PUHE, AEBR Annual Events 2023 in Košice (Slovakia) & Ukraine 8-12.11.2023


Cross-Border Labour Markets & The Institutional Approach

Ladies and gentlemen, dear colleagues, ”Dobrý deň,” (which means ”Good day” in Slovak),

I am Niina Malm, a Member of the Parliament of Finland and the 2nd Vice-Chair of the Social Democratic Party of Finland. I bring greetings from the newest NATO border in Europe, Finland. I come from the city of Imatra in Southern Karelia, very close to the Russian border. Our NATO membership is to strengthen the security of the whole of Europe. A lot has changed in Europe during the last few years.

I see this Congress as an opportunity to discuss what border cities can do to enhance our own security and cross-border labor markets. Let’s take this as an opportunity to learn from each other.

Dear friends,

In places near other countries, like the border regions near Russia, there is a strong demand for people to work in jobs like healthcare and construction industry. But there are difficulties when it comes to finding jobs in these areas. One big problem is the language. People on one side of the border may speak a different language than those on the other side. This can make it hard for workers and bosses to understand each other. This is the reality in my home town. To solve this, it’s important for workers to learn the language needed for their job. It helps them find work and also helps businesses in these areas get the right workers. By focusing on language skills and cooperation, people in border regions can improve their chances of finding jobs and help their local economies grow.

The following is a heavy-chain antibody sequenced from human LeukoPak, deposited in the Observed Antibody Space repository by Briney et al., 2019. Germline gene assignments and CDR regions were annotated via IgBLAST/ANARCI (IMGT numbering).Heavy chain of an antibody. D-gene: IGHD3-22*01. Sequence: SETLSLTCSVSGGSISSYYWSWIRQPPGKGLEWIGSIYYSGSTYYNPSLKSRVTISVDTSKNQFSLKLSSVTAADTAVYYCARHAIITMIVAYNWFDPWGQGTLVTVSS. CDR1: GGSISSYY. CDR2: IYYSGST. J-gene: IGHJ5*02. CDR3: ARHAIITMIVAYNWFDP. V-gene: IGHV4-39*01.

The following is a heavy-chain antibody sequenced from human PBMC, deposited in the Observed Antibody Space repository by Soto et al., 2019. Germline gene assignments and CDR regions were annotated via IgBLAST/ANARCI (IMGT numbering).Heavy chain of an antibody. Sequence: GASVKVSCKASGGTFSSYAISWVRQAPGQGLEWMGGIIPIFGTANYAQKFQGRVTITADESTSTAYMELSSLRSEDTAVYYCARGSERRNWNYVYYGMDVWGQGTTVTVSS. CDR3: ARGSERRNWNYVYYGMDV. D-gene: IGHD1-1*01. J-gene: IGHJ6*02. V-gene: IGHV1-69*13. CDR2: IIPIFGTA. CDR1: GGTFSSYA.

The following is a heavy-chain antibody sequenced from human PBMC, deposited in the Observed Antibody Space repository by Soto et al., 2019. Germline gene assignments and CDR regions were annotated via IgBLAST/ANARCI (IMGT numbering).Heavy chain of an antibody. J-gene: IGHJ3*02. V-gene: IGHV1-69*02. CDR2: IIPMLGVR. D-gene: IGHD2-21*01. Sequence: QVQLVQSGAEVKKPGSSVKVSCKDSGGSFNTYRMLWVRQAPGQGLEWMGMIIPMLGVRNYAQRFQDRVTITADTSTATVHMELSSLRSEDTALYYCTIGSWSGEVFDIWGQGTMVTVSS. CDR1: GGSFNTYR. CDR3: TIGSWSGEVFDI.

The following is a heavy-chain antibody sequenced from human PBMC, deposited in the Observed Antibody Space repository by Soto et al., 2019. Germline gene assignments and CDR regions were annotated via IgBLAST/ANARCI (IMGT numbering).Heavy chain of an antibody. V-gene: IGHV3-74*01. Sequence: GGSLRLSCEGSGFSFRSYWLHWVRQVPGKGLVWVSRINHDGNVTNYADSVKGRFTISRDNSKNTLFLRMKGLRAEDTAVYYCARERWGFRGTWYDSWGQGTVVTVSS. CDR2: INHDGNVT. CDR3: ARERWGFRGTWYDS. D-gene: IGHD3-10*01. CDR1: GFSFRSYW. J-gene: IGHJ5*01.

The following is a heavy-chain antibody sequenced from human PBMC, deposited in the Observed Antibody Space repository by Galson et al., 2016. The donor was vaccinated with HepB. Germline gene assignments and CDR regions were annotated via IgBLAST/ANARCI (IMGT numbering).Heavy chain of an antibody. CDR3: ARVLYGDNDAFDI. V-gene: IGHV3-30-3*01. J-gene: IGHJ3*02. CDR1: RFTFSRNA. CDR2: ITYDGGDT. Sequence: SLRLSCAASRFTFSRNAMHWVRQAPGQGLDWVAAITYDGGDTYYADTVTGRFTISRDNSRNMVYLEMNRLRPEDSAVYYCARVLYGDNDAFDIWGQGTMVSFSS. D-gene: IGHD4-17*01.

So, how can we make it easier for workers to learn a new language, especially in places near the border? We have many options. We can offer classes that teach the language needed for the job. We can encourage workers to talk with local people to practice. Workers can use websites and apps to learn the language. Employers can provide help to workers and even pay for classes. Local leaders can make rules that support language learning. The list goes on and on. Learning about the local way of life makes learning more fun. By doing these things, we can help workers near the border learn the language they need, find jobs, and make our communities better.

Dear colleagues,

There is a reason for why I started my speech by talking about the labor market in my own home city. Today, I want to talk about something very important: jobs and workers’ rights in EU. Our jobs are the heart of our society. They drive our economies and make life better for millions of people. Work isn’t just about money; it’s about people, their dreams, and their well-being. It’s how we support our families, build our communities, and create a brighter future for our nation.

In Finland, we take pride in our job market. It offers job security, decent living, and opportunities for personal growth. We’ve built a strong safety net to help, even when times are tough.

Everywhere in Europe, we share essential values about jobs and workers’ rights. We believe in treating workers fairly – fair pay, safe workplaces, and the freedom to join a union. Finland’s job market is known for getting this balance right through dialogue between labor unions, employers, and the government. I encourage you to support the labor movement in your own countries.

Working together to strengthen labor unions through political institutions is vital for better workers’ rights. Labor unions can engage with politicians and other like-minded groups to advocate for laws that protect jobs, fair pay, and safe working conditions. When politicians listen and create fair laws, labor unions become stronger, benefiting everyone.